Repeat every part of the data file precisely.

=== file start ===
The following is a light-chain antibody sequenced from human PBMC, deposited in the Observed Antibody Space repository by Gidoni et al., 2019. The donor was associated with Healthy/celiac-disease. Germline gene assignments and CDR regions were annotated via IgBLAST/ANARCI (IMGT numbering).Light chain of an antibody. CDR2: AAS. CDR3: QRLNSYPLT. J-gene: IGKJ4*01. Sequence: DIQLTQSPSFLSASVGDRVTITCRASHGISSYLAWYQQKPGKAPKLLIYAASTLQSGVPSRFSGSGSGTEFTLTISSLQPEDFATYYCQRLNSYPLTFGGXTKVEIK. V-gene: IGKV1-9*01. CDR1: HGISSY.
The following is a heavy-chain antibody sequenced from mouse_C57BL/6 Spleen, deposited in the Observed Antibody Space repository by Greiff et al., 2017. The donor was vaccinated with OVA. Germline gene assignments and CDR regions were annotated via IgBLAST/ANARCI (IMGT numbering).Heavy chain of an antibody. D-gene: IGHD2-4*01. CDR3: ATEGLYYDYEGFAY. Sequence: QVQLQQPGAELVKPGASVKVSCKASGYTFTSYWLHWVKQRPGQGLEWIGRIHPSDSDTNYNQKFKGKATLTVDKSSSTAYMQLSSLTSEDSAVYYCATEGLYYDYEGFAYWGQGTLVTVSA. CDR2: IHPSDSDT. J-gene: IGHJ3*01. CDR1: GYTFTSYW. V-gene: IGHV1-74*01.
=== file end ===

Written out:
The following is a light-chain antibody sequenced from human PBMC, deposited in the Observed Antibody Space repository by Gidoni et al., 2019. The donor was associated with Healthy/celiac-disease. Germline gene assignments and CDR regions were annotated via IgBLAST/ANARCI (IMGT numbering).Light chain of an antibody. CDR2: AAS. CDR3: QRLNSYPLT. J-gene: IGKJ4*01. Sequence: DIQLTQSPSFLSASVGDRVTITCRASHGISSYLAWYQQKPGKAPKLLIYAASTLQSGVPSRFSGSGSGTEFTLTISSLQPEDFATYYCQRLNSYPLTFGGXTKVEIK. V-gene: IGKV1-9*01. CDR1: HGISSY.
The following is a heavy-chain antibody sequenced from mouse_C57BL/6 Spleen, deposited in the Observed Antibody Space repository by Greiff et al., 2017. The donor was vaccinated with OVA. Germline gene assignments and CDR regions were annotated via IgBLAST/ANARCI (IMGT numbering).Heavy chain of an antibody. D-gene: IGHD2-4*01. CDR3: ATEGLYYDYEGFAY. Sequence: QVQLQQPGAELVKPGASVKVSCKASGYTFTSYWLHWVKQRPGQGLEWIGRIHPSDSDTNYNQKFKGKATLTVDKSSSTAYMQLSSLTSEDSAVYYCATEGLYYDYEGFAYWGQGTLVTVSA. CDR2: IHPSDSDT. J-gene: IGHJ3*01. CDR1: GYTFTSYW. V-gene: IGHV1-74*01.